Psychological deviance among child molesters

Psychological deviance among child molesters PDF Version (10KB)

Research summary
Vol. 8 No. 3
May 2003


Does psychological deviance predict the recidivism of child molesters?


Child molesters often display deviant attitudes and problems in social functioning. For example, it is not uncommon for child molesters to chronically feel lonely and rejected, to prefer friendships with children than with adults, and to believe that children are not harmed by sexual contact with adults. There has been little research, however, examining whether such characteristics are associated with the risk of sexual recidivism.


Psychological deviance and static risk factors were assessed in 53 child molesters referred to community treatment programs in the United Kingdom. The static risk factors were assessed using Static-99, a validated risk tool that combines offence history, victim characteristics and demographic information into an overall risk rating. Psychological deviance was assessed using fourteen self-report questionnaires measuring emotional loneliness, personal distress, emotional identification with children, sexual obsessions, and deviant attitudes. The child molesters were classified as "Low Deviance" or "High Deviance" based on a statistical clustering program that examined their overall pattern of responses.

Recidivism information was collected from the national data base maintained by New Scotland Yard.


After six years, 15% (8 out of 53 men) were reconvicted for a new sexual offence. Recidivism was predicted by both Static-99 scores and by psychological deviance. Even though Static-99 and Deviancy were correlated with each other, both factors contributed independently to the prediction of sexual recidivism. Static-99 scores, however, were related to recidivism only for the psychologically deviant group. The recidivism rate of the Low Deviancy group was consistently low (4%; 1/30), regardless of their Static-99 scores. The overall recidivism rate for the High Deviancy group was 30% (7/23), with the highest rate found among the High Deviancy offenders with high Static-99 scores (46%; 6/13).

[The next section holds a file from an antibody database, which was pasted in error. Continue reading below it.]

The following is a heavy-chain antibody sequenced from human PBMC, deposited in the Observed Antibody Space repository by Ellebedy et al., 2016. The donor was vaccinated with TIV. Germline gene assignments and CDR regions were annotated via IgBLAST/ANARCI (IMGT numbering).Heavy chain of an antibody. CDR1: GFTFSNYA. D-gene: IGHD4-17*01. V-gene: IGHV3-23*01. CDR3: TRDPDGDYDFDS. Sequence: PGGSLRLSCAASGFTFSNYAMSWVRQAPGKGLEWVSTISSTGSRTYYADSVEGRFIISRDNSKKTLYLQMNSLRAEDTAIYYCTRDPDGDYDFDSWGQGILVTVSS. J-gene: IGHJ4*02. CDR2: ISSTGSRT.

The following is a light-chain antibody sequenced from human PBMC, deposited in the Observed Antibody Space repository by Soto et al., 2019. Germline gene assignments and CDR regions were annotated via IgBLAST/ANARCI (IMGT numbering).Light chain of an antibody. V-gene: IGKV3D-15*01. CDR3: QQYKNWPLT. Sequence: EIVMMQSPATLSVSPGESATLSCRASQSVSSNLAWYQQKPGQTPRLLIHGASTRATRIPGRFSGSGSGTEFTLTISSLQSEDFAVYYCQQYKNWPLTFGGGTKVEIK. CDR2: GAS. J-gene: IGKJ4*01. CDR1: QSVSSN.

Policy implications

  1. Risk assessments with child molesters should consider the offenders' attitudes and social functioning along with their criminal histories. Offenders with low psychological deviance may have substantially lower recidivism rates than the rates predicted by actuarial risk instruments.
  2. Treatment programs are most likely to be effective if they target empirically based risk factors that are potentially changeable, such as attitudes tolerant of adult-child sex, emotional identification with children, and sexual preoccupations.
  3. Further research is needed to identify the best methods of evaluating the criminogenic needs of child molesters, and for determining the extent to which changes on these measures are associated with reductions in recidivism risk.


For further information

R. Karl Hanson, Ph.D.
Corrections Research
Public Safety Canada
340 Laurier Ave., West
Ottawa, Ontario K1A 0P8
Phone: 613-991-2840
Fax 613-990-8295

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